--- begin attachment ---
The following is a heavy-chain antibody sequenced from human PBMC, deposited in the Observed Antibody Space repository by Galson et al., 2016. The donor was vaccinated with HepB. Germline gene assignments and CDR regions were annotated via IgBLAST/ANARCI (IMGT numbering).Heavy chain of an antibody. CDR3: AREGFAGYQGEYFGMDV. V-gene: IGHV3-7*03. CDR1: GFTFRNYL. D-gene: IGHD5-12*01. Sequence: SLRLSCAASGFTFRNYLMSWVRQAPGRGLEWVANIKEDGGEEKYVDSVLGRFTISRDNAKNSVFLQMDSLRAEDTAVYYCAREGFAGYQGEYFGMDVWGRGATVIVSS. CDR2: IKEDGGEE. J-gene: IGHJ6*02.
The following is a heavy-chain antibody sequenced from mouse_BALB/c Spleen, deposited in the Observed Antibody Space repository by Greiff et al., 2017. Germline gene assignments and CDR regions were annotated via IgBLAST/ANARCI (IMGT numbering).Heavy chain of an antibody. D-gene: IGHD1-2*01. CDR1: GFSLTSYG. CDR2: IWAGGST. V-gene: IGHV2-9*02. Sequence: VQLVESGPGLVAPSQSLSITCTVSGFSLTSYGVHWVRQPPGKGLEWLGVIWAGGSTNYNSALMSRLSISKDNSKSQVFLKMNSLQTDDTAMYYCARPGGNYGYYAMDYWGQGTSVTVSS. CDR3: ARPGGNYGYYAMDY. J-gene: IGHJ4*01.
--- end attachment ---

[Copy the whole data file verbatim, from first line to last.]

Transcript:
The following is a heavy-chain antibody sequenced from human PBMC, deposited in the Observed Antibody Space repository by Galson et al., 2016. The donor was vaccinated with HepB. Germline gene assignments and CDR regions were annotated via IgBLAST/ANARCI (IMGT numbering).Heavy chain of an antibody. CDR3: AREGFAGYQGEYFGMDV. V-gene: IGHV3-7*03. CDR1: GFTFRNYL. D-gene: IGHD5-12*01. Sequence: SLRLSCAASGFTFRNYLMSWVRQAPGRGLEWVANIKEDGGEEKYVDSVLGRFTISRDNAKNSVFLQMDSLRAEDTAVYYCAREGFAGYQGEYFGMDVWGRGATVIVSS. CDR2: IKEDGGEE. J-gene: IGHJ6*02.
The following is a heavy-chain antibody sequenced from mouse_BALB/c Spleen, deposited in the Observed Antibody Space repository by Greiff et al., 2017. Germline gene assignments and CDR regions were annotated via IgBLAST/ANARCI (IMGT numbering).Heavy chain of an antibody. D-gene: IGHD1-2*01. CDR1: GFSLTSYG. CDR2: IWAGGST. V-gene: IGHV2-9*02. Sequence: VQLVESGPGLVAPSQSLSITCTVSGFSLTSYGVHWVRQPPGKGLEWLGVIWAGGSTNYNSALMSRLSISKDNSKSQVFLKMNSLQTDDTAMYYCARPGGNYGYYAMDYWGQGTSVTVSS. CDR3: ARPGGNYGYYAMDY. J-gene: IGHJ4*01.